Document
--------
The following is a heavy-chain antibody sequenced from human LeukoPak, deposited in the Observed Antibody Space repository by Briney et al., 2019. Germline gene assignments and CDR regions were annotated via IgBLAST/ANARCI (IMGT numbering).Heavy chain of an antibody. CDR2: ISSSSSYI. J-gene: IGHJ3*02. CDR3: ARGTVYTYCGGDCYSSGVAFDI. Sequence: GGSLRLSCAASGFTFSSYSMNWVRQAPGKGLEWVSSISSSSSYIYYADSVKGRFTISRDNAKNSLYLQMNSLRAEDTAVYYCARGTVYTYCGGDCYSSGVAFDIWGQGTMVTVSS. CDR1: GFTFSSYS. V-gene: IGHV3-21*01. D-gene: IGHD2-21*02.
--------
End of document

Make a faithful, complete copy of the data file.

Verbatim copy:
The following is a heavy-chain antibody sequenced from human LeukoPak, deposited in the Observed Antibody Space repository by Briney et al., 2019. Germline gene assignments and CDR regions were annotated via IgBLAST/ANARCI (IMGT numbering).Heavy chain of an antibody. CDR2: ISSSSSYI. J-gene: IGHJ3*02. CDR3: ARGTVYTYCGGDCYSSGVAFDI. Sequence: GGSLRLSCAASGFTFSSYSMNWVRQAPGKGLEWVSSISSSSSYIYYADSVKGRFTISRDNAKNSLYLQMNSLRAEDTAVYYCARGTVYTYCGGDCYSSGVAFDIWGQGTMVTVSS. CDR1: GFTFSSYS. V-gene: IGHV3-21*01. D-gene: IGHD2-21*02.